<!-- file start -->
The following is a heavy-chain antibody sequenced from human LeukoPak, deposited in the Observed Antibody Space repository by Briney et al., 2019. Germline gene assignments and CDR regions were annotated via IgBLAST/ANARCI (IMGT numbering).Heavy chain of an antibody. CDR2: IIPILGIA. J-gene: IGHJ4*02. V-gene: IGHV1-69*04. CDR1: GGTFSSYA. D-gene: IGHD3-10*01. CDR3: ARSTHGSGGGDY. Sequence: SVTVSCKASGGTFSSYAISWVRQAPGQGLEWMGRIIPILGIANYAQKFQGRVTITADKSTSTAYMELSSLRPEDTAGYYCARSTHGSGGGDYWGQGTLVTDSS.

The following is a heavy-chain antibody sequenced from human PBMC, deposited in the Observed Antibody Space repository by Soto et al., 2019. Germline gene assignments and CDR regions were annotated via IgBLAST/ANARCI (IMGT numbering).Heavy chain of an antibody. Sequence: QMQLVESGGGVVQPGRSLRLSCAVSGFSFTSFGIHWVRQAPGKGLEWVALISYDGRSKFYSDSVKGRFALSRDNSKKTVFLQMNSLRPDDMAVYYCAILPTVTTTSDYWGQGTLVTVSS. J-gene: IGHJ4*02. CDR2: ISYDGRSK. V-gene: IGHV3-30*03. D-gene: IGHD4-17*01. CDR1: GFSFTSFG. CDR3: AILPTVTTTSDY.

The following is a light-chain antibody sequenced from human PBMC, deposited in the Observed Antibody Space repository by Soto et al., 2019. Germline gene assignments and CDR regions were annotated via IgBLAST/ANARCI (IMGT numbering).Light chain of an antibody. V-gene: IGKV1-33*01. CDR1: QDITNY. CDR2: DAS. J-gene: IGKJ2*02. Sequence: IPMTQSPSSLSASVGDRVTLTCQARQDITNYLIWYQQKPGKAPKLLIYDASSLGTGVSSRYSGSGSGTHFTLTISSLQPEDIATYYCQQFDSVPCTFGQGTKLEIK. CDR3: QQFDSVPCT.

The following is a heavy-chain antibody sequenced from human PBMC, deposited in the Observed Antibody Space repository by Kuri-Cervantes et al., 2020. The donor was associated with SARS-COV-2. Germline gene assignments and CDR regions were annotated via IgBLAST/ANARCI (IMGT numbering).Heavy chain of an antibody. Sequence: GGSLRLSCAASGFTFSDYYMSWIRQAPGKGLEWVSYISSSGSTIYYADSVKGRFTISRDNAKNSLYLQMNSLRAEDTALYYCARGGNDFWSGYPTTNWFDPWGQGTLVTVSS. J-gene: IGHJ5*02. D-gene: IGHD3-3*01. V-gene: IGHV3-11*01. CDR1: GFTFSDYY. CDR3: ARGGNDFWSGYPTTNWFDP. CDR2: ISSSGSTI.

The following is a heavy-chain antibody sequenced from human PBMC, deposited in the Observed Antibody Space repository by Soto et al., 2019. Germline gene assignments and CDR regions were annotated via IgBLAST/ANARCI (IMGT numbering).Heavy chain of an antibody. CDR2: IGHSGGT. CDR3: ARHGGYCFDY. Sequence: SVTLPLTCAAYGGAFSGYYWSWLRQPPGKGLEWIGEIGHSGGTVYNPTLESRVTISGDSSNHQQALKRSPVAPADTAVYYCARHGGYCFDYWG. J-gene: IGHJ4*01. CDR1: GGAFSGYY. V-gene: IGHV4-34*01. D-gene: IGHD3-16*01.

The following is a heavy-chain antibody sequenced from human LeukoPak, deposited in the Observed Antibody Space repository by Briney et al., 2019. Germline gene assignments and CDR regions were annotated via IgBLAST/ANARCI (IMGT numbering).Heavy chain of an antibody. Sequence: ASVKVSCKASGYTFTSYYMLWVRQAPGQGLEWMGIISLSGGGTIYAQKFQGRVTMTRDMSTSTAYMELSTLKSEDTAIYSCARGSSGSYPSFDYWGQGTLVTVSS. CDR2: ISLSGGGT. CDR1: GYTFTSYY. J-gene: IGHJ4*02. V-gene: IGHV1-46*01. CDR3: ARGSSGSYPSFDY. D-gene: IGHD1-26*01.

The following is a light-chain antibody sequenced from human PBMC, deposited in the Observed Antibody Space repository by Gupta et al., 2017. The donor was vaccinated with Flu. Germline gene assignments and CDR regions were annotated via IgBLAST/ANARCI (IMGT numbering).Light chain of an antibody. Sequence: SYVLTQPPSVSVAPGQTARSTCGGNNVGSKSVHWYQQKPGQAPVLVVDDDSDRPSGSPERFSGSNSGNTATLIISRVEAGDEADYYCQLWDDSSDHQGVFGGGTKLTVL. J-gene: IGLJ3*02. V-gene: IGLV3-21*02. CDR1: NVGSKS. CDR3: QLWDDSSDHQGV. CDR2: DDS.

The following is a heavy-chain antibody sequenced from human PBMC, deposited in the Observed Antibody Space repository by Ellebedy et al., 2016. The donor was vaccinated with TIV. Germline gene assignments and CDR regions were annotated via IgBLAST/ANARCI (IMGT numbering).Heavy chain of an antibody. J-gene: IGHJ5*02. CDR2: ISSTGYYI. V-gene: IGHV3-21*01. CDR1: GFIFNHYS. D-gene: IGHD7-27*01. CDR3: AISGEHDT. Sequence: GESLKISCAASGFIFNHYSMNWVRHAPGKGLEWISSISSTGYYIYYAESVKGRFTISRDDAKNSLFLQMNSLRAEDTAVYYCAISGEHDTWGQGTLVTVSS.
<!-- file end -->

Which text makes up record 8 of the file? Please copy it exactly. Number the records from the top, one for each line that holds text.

The following is a heavy-chain antibody sequenced from human PBMC, deposited in the Observed Antibody Space repository by Ellebedy et al., 2016. The donor was vaccinated with TIV. Germline gene assignments and CDR regions were annotated via IgBLAST/ANARCI (IMGT numbering).Heavy chain of an antibody. J-gene: IGHJ5*02. CDR2: ISSTGYYI. V-gene: IGHV3-21*01. CDR1: GFIFNHYS. D-gene: IGHD7-27*01. CDR3: AISGEHDT. Sequence: GESLKISCAASGFIFNHYSMNWVRHAPGKGLEWISSISSTGYYIYYAESVKGRFTISRDDAKNSLFLQMNSLRAEDTAVYYCAISGEHDTWGQGTLVTVSS.